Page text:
The layout of your kitchen is one of the most important considerations when using universal opens in a new windowdesign principles for aging in place. A simple shift in the flow of traffic can make a big difference in how easily you can navigate the space with less help, and also how much you enjoy being there.
When designing your kitchen, consider:
- A clear path from one side of the kitchen to another (especially if you are planning on adding an island)
- A clear path from stove to sink and back again, with no obstacles in between (like cabinets)
- A clear path from the refrigerator to counter space, with no obstacles in between (like cabinets)
12. Senior Friendly Appliances
Senior-friendly appliances can make your kitchen a lot more accessible for aging in place.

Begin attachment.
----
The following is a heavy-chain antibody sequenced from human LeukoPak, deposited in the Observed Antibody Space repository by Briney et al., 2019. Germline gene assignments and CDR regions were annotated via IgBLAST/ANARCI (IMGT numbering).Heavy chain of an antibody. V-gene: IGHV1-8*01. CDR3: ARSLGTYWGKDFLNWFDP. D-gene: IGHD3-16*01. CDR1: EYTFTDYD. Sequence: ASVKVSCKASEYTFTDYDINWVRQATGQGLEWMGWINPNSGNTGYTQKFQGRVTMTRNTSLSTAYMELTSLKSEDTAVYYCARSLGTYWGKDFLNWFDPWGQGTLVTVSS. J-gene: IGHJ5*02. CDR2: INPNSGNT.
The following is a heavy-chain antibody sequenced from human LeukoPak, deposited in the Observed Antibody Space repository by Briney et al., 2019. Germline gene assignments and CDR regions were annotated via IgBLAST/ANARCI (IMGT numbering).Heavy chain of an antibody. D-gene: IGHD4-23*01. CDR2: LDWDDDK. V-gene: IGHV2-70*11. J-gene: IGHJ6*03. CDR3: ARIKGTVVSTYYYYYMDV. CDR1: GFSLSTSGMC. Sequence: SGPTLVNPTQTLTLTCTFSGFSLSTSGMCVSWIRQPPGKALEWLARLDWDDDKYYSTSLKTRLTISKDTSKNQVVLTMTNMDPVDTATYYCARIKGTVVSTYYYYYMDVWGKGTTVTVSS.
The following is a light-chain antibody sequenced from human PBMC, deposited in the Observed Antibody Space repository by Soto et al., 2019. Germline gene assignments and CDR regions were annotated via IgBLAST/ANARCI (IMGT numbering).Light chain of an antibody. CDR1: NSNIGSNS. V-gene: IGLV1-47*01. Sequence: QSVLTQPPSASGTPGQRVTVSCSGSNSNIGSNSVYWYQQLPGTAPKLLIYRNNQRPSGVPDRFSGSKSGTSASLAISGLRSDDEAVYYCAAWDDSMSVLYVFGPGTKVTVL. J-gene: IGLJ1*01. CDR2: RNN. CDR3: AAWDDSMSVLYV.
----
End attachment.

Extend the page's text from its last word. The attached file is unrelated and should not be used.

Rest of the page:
Per universal design principles, for your kitchen, we recommend you consider:
1. a dishwasher with a low-reach rack so it’s easy to load and unload dishes while seated
2. a stovetop with burners at a height that’s comfortable for sitting down and standing up (you’ll probably want to consider induction cooktops)
3. a refrigerator with drawers that are at a height that makes them easy to reach when you’re sitting or standing up
13. Prep Space
Something that is often overlooked when it comes to a kitchen’s universal design is the prep space. This is the area where you do the majority of your food preparation, so it’s important to make sure it’s comfortable and functional. The countertop should be at a height that is comfortable for you to work on, and there should be plenty of storage space for all of your tools and appliances.